3. Results and discussion 3.1. Physical, morphology and crystalline phase Table 2 shows the density, porosity and residual mass of carbon

Si (s) þC (s)-SiC (s)

ΔH ¼  73 kJ/mol

(1)

2.3. Characterization The densities were calculated from the weight and dimensions of rectangular carbon foam bodies. True density and apparent porosity were examined by helium gas displacement pycnometer (Pentapyc 5200e Quantachrome Instruments, Florida, USA). The true density is the mass per unit volume of the material excluding all the voids or pores. The porosity was calculated using the following expression:

Table 2 Properties of SiC NWs containing carbon foam; bulk density, porosity and residual masses at 800 and 1500 °C. ID

Bulk density (g/cm3) Open porosity (%)

IPSi0 IPSi5 IPSi10 IPSi15 IPSi20

0.56 0.56 0.57 0.58 0.59

72.14 70.5 71.81 70.7 69.53 70.8 66.18 71.0 64.33 71.0

Residual mass at 800 °C (%)

Residual mass at 1500 °C (%)

6.90 22.75 40.90 51.75 60.73

5.50 28.80 52.50 67.50 80.00

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Fig. 2. Weight change curves of the SiC NWs containing carbon foam in air with the increasing temperature from room temperature to 1500 °C at the rate of 10 °C/ min.

foam containing various amounts of SiC NWs. Fig. 2 shows the air reactivity of carbon foam specimens containing different amount of SiC NWs. The IPSi0 carbon foam showed a thermo-oxidative stability up to 494 °C with only 1% weight loss. Later the mass loss increased quickly to a ca. 7.5% residual mass of the initial value at 795 °C. Beyond this temperature, the mass loss was very slow with a residual mass of 5.5% at 1415 °C and remained constant until 1500 °C. The reaction of carbon strongly depends on temperature and porosity. The mechanism of oxidation in carbon foam involved several steps including physisorption, chemisorption and desorption on the active sites, like edges, defects, cracks and pores [46]. These entire phenomena contribute to the weight loss of material and are mostly influenced by the diffusion coefficient of oxygen in the pores and cracks. The results indicate that above 500 °C, pores became wider presenting more reactive sites for oxygen attack, facilitating the diffusion of air in the foam and increasing the oxidation reaction. At a lower temperature (o500 °C), the oxidation loss was due to the surface reaction (machined surface being more active) between carbon and oxygen and was controlled by a chemical reaction: C(s) þO2(g)-CO2(g) þ activation energy (195–205 kJ/mol)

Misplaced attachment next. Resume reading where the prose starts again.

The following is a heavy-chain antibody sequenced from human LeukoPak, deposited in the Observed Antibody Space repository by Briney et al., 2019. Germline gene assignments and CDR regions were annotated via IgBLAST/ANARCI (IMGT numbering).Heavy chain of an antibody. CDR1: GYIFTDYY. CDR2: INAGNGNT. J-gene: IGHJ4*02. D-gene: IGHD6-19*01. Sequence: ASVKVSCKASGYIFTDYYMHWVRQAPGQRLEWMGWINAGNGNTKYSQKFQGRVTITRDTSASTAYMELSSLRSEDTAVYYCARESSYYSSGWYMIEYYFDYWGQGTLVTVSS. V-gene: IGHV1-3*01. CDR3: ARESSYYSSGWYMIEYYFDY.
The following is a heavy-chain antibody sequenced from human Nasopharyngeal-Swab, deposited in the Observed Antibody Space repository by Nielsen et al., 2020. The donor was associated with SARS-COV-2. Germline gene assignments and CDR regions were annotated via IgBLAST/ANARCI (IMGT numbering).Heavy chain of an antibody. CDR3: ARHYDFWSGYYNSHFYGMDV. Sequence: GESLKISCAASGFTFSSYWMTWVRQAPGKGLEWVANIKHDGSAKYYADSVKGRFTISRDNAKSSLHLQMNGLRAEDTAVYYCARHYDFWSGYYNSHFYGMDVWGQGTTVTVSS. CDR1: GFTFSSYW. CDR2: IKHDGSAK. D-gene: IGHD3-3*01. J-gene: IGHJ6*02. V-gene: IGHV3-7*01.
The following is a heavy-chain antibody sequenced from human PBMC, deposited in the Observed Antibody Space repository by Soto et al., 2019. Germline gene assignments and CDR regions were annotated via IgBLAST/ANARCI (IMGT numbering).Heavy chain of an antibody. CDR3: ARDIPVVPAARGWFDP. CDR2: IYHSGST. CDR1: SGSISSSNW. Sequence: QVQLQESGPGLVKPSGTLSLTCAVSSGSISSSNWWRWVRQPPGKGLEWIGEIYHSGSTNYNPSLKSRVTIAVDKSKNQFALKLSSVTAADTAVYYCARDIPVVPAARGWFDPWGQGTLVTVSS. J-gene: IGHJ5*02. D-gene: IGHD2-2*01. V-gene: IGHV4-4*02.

(3)

At an intermediate temperature (500–800 °C), it was controlled both by a chemical reaction and gaseous diffusion [47]. The oxidation of carbon resulted in the formation of gaseous carbon oxides and thus, this gasification reaction caused weight loss and geometrical change. At this stage, the chemical reaction rate was the highest and the pores of the foam were filled with CO and CO2 gases [48]. For all other specimens containing SiC NWs, as the amount of SiC NWs increased, the residual weight also increased in the temperature range of 725–825 °C. The IPSi20 carbon foam showed a delayed oxidation starting at 512 °C and continued till 694 °C at a faster rate. The residual mass also increased from 5.5% to 80% as the amount of Si increased from zero to 20 wt% in the carbon foam recipe. It can be seen that after 825 °C, oxidation of all the specimens containing SiC NWs was a continuous weight gain. Due to passive oxidation, the rate became sharp in the temperature range of 1250–1300 °C as shown by the following reaction [49]: 2SiC(s) þ 3O2(g)-2SiO2(s) þ 2CO(g)